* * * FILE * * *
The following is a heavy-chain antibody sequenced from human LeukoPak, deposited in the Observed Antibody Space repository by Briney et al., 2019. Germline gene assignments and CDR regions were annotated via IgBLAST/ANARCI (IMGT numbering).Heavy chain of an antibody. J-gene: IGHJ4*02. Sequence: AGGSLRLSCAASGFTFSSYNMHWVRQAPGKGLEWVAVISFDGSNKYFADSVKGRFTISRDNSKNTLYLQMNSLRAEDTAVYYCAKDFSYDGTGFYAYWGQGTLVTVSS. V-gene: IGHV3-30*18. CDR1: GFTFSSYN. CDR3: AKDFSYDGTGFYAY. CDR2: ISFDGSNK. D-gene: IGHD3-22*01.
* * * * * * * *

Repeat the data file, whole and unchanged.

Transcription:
The following is a heavy-chain antibody sequenced from human LeukoPak, deposited in the Observed Antibody Space repository by Briney et al., 2019. Germline gene assignments and CDR regions were annotated via IgBLAST/ANARCI (IMGT numbering).Heavy chain of an antibody. J-gene: IGHJ4*02. Sequence: AGGSLRLSCAASGFTFSSYNMHWVRQAPGKGLEWVAVISFDGSNKYFADSVKGRFTISRDNSKNTLYLQMNSLRAEDTAVYYCAKDFSYDGTGFYAYWGQGTLVTVSS. V-gene: IGHV3-30*18. CDR1: GFTFSSYN. CDR3: AKDFSYDGTGFYAY. CDR2: ISFDGSNK. D-gene: IGHD3-22*01.